Over the years, my family has maintained the same Christmas traditions; we’d decorate the tree with the same old ornaments we’ve owned for almost two decades, make the same food, have the same family members over, and go through the same Christmas eve night routine that eventually ended with the unwrapping of the presents at midnight now that me and my sisters are grown ups, when it used to the morning after when were kids and our belief in Santa Claus was huge and crucial to maintain a magical Christmas spirit. However, we recently went back and followed the previous routine because of Elsi.
I’ve always loved Christmas; the atmosphere, the snow, staying home and keeping warm, but that feeling no longer exists; although it mostly has to do with my changing view of the world and everything in it, it also has to do with the annoyance my sister and her family bring when they come visit; she acts like she’s a big deal and expects people to do things for her. On the other hand, you have Tobias, a successful neurosurgeon. When he proposed to her, my parents became ecstatic since they always considered him to be the golden boy; the only man suitable for her. For them, it was like hitting the jackpot. Then there’s me: vague, ambiguous and undetermined with a blank future in sight regardless of my enrollment in a college program. For them, me going to college is perceived as a temporary reassurance and a delay of my day of judgement; the day I finally get out into the real world and struggle to make something out of myself.
The kitchen was cheerful enough when I entered it, our old radio playing the one and only Christmas CD my mom bought from a charity organization years ago; having it play on repeat has become one of the holiday’s key traditions. I helped mom bake Plätzchen, following her unique recipe given by grandma. In the living room, dad watched the fire going as he sipped his wine from his larger-than-life mug of steaming hot Glühwein. As she finalized each dish, mom kept pushing samples of each my way, but I was still nauseous from the sickness I had to go through last week; I had a strong flu that kept me in bed, and my nights were filled with shattered sleep and delirious, neverending nightmares. The minor symptoms of the aftermath made it difficult for me to adjust and embrace the festive atmosphere since my mood and senses had hibernated. Shaking the physical strain was a struggle as well. I took a hot bath to vivify myself and put on a heavy sweater and jeans before going back downstairs. As I paced around the house, my mind perishing in lonely frustration, I was interrupted by the oncoming sound of their car’s engine. I walked to the door and watched them as they pulled into the driveway under the pale moon hidden behind thin layers of striated, fibrous clouds.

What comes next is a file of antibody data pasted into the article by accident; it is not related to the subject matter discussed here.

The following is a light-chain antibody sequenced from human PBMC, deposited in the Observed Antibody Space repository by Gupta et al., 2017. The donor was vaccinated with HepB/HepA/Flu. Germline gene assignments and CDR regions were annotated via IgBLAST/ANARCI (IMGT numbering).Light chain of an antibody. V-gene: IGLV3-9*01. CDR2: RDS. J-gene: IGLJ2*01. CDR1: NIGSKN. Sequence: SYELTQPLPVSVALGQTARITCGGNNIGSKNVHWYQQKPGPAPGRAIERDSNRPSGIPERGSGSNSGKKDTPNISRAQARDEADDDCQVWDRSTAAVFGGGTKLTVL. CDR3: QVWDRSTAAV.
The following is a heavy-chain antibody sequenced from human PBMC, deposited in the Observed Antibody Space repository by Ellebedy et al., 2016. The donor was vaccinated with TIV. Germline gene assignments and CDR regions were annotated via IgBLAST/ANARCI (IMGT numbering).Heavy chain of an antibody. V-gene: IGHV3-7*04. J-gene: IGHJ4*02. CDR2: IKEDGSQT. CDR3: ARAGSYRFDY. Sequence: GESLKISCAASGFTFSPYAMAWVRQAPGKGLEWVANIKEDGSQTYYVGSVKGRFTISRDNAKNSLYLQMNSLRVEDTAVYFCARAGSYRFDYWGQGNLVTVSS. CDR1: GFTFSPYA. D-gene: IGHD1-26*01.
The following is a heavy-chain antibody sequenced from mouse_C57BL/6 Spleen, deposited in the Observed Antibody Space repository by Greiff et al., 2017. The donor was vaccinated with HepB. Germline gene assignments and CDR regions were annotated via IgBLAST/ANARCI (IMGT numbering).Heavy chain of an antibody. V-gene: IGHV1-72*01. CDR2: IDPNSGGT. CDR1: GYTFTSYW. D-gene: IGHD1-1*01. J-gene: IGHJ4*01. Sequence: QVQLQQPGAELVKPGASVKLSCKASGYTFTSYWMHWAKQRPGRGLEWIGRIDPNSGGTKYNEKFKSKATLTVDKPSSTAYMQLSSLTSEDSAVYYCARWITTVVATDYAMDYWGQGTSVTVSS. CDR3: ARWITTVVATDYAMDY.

Elsi came out first, followed by Rosamunde and Tobias, a smile covering the faces of all three. I took a step back and announced their arrival to my parents who came out at once. I was greeted rather well, but the attention to my presence quickly faded as everyone conversed and caught up. I didn’t mind since I rarely engage with them and so I preoccupied myself with Elsi who always seems to be up to no good. I’ve always had mixed feelings about children, but being around her has recently proved how unfit I am to have a child, let alone take care of one.
Elsi liked to tease me, and unlike other kids, she knew all about the benefits of being one and always made sure she got everything she wanted. She wasn’t particularly evil per se, but I hated her guts for knowing how to push my buttons by secretly sneaking into my bedroom and moving and touching my stuff just to mess with me. Any other kid would’ve avoided doing so if asked not to, but she knew she could do it over and over again without getting any disciplinary punishments or lectures regarding the respect of privacy of other people. Due to my family’s excessive attention to her and what she did, she seemed to have grown into a narcissistic child who believed she was entitled to everything.
Aunt Greta and her husband, Vladimir, arrived right on time for dinner. As they were escorted inside the living room by my dad, Rosamunde came up to me and asked me if I’d do her a favor by going outside to the car and bringing in the gifts they had bought for us and Elsi and putting them in the guest room without her daughter’s knowledge.